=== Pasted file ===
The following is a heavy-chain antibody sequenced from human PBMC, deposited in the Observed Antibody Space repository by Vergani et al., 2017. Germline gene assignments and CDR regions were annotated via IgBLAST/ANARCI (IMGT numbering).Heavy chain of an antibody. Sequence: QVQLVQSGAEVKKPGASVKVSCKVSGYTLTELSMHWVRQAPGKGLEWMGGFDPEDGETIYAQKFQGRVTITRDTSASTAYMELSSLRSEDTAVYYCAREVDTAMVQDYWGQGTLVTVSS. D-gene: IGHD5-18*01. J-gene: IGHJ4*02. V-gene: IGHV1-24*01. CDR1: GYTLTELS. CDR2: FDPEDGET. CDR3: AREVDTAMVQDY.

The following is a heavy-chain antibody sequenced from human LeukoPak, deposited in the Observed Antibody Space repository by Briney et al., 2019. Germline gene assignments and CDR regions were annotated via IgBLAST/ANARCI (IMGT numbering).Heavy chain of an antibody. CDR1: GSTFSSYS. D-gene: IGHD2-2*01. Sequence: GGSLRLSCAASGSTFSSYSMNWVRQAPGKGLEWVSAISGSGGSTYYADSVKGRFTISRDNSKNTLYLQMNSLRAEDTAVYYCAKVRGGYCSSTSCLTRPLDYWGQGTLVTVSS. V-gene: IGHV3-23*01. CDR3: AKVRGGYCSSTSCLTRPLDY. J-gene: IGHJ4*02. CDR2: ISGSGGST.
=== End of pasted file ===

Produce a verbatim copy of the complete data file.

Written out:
The following is a heavy-chain antibody sequenced from human PBMC, deposited in the Observed Antibody Space repository by Vergani et al., 2017. Germline gene assignments and CDR regions were annotated via IgBLAST/ANARCI (IMGT numbering).Heavy chain of an antibody. Sequence: QVQLVQSGAEVKKPGASVKVSCKVSGYTLTELSMHWVRQAPGKGLEWMGGFDPEDGETIYAQKFQGRVTITRDTSASTAYMELSSLRSEDTAVYYCAREVDTAMVQDYWGQGTLVTVSS. D-gene: IGHD5-18*01. J-gene: IGHJ4*02. V-gene: IGHV1-24*01. CDR1: GYTLTELS. CDR2: FDPEDGET. CDR3: AREVDTAMVQDY.

The following is a heavy-chain antibody sequenced from human LeukoPak, deposited in the Observed Antibody Space repository by Briney et al., 2019. Germline gene assignments and CDR regions were annotated via IgBLAST/ANARCI (IMGT numbering).Heavy chain of an antibody. CDR1: GSTFSSYS. D-gene: IGHD2-2*01. Sequence: GGSLRLSCAASGSTFSSYSMNWVRQAPGKGLEWVSAISGSGGSTYYADSVKGRFTISRDNSKNTLYLQMNSLRAEDTAVYYCAKVRGGYCSSTSCLTRPLDYWGQGTLVTVSS. V-gene: IGHV3-23*01. CDR3: AKVRGGYCSSTSCLTRPLDY. J-gene: IGHJ4*02. CDR2: ISGSGGST.